I’ve been meaning to blog about Microsoft’s Surface technology for a while now, but a video from TechCrunch this morning (below) has reminded me how utterly cool this is. The concept was conceived in 2001 and the first prototype was in 2003, so it’s nothing new, but we have yet to see any sort of large-scale rollout.
The implications for real estate technology are huge. Imagine one of these units in your office. Your clients and prospects would no doubt be wowed by the seamless integration of all the aspects of your business, and the novel way it was presented to them. Watch the videos below. The first is a YouTube video from a year or so ago which shows some of the neat features, and the second is the TechCrunch video [it’s kind of loud!] from this week’s CES show, going on in Las Vegas, which helps explain how it works and clarify some of the differences between this technology and other multi-touch interfaces. More commentary after the videos.
One of the most exciting features of this technology is how it differs from other touch-screen interfaces. There are no embedded capacitors in the surface which means that unlike most touch-screen displays, you don’t have to baby it. The surface is hard plastic, so things can be dropped on it, spilled on it, and generally moved about without fear of damaging the sensitivity of the interface. This is important in our real estate world. We all know how office equipment can get used and abused. One would assume that a badly scratched surface would inhibit touch sensitivity, but some special polish or tabletop replacement would be a relatively inexpensive repair, since it is just a plastic surface.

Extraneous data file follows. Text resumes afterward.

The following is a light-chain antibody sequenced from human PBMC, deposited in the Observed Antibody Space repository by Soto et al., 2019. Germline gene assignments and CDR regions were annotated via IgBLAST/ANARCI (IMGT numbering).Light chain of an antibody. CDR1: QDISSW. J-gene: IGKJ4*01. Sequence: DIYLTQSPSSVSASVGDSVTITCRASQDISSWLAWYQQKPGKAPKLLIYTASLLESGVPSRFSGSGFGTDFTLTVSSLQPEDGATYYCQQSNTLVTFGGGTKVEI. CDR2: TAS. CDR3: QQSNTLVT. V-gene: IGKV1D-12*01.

Imagine meeting some buyers at your office. You fire up the Surface, drag about the pictures of the listings they’re interested in, and then let the system plan out a driving route, text-message the listing agents to make the appointments, and then transfer all the information to your mobile phone or PDA to guide you there along the way! While you drive, the text message confirmations come to your phone/PDA, turning the listing map points from yellow to green or red, indicating that the showings are confirmed or denied.
The clients are ready to offer. Back at the office, the purchase contracts are laid out on the Surface computer. All information is pulled from WebForms, as you are already familiar with. The clients read over the contract, sign using any object (a pen, pencil, their finger, etc), and you drag the contract across the table to the e-mail or fax icon. Away it goes to the other agent. Now you can flick it across to the printer icon to get the clients a hard copy.
These are but two exciting possibilities for this technology in the real estate world. I’m sure you could think of many more. As we move away from the traditional mouse/keyboard interfaces and into the ever-increasing world of multi-touch computing, expect more and more innovation and technology to make your life and work easier, and admittedly, more fun.